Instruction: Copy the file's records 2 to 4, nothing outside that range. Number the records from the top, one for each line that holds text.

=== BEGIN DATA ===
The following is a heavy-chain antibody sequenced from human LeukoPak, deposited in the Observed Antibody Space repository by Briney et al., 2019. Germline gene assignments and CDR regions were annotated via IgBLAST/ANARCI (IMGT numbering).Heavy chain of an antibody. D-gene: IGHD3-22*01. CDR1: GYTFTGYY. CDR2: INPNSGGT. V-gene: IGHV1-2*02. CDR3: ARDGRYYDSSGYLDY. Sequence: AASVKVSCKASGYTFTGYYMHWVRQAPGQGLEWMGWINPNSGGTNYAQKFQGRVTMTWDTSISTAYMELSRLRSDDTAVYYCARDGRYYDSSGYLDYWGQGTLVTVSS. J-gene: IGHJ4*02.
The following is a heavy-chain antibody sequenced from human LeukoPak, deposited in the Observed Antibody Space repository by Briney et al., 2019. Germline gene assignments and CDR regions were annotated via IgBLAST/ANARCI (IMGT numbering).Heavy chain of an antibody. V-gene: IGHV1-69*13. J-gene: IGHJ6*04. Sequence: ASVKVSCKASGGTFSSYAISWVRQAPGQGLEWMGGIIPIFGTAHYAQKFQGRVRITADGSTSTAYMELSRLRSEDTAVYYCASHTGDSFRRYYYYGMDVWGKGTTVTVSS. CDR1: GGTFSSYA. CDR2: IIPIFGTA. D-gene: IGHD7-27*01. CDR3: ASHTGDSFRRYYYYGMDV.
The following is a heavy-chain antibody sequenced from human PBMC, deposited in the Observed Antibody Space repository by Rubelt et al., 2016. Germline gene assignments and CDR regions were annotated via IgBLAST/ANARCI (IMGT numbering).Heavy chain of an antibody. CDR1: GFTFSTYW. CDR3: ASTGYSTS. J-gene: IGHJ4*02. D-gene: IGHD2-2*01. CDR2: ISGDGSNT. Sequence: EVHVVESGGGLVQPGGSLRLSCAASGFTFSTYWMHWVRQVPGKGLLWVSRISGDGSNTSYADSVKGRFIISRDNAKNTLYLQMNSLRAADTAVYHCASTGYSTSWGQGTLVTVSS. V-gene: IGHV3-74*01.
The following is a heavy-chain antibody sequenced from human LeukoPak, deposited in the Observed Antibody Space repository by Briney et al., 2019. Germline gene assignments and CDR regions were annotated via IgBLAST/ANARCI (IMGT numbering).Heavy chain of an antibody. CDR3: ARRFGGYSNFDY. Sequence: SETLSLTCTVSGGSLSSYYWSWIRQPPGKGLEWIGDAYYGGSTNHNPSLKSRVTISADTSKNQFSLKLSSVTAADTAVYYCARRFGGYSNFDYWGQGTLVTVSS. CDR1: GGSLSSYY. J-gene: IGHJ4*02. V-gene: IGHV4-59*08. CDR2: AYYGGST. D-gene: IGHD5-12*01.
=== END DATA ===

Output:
The following is a heavy-chain antibody sequenced from human LeukoPak, deposited in the Observed Antibody Space repository by Briney et al., 2019. Germline gene assignments and CDR regions were annotated via IgBLAST/ANARCI (IMGT numbering).Heavy chain of an antibody. V-gene: IGHV1-69*13. J-gene: IGHJ6*04. Sequence: ASVKVSCKASGGTFSSYAISWVRQAPGQGLEWMGGIIPIFGTAHYAQKFQGRVRITADGSTSTAYMELSRLRSEDTAVYYCASHTGDSFRRYYYYGMDVWGKGTTVTVSS. CDR1: GGTFSSYA. CDR2: IIPIFGTA. D-gene: IGHD7-27*01. CDR3: ASHTGDSFRRYYYYGMDV.
The following is a heavy-chain antibody sequenced from human PBMC, deposited in the Observed Antibody Space repository by Rubelt et al., 2016. Germline gene assignments and CDR regions were annotated via IgBLAST/ANARCI (IMGT numbering).Heavy chain of an antibody. CDR1: GFTFSTYW. CDR3: ASTGYSTS. J-gene: IGHJ4*02. D-gene: IGHD2-2*01. CDR2: ISGDGSNT. Sequence: EVHVVESGGGLVQPGGSLRLSCAASGFTFSTYWMHWVRQVPGKGLLWVSRISGDGSNTSYADSVKGRFIISRDNAKNTLYLQMNSLRAADTAVYHCASTGYSTSWGQGTLVTVSS. V-gene: IGHV3-74*01.
The following is a heavy-chain antibody sequenced from human LeukoPak, deposited in the Observed Antibody Space repository by Briney et al., 2019. Germline gene assignments and CDR regions were annotated via IgBLAST/ANARCI (IMGT numbering).Heavy chain of an antibody. CDR3: ARRFGGYSNFDY. Sequence: SETLSLTCTVSGGSLSSYYWSWIRQPPGKGLEWIGDAYYGGSTNHNPSLKSRVTISADTSKNQFSLKLSSVTAADTAVYYCARRFGGYSNFDYWGQGTLVTVSS. CDR1: GGSLSSYY. J-gene: IGHJ4*02. V-gene: IGHV4-59*08. CDR2: AYYGGST. D-gene: IGHD5-12*01.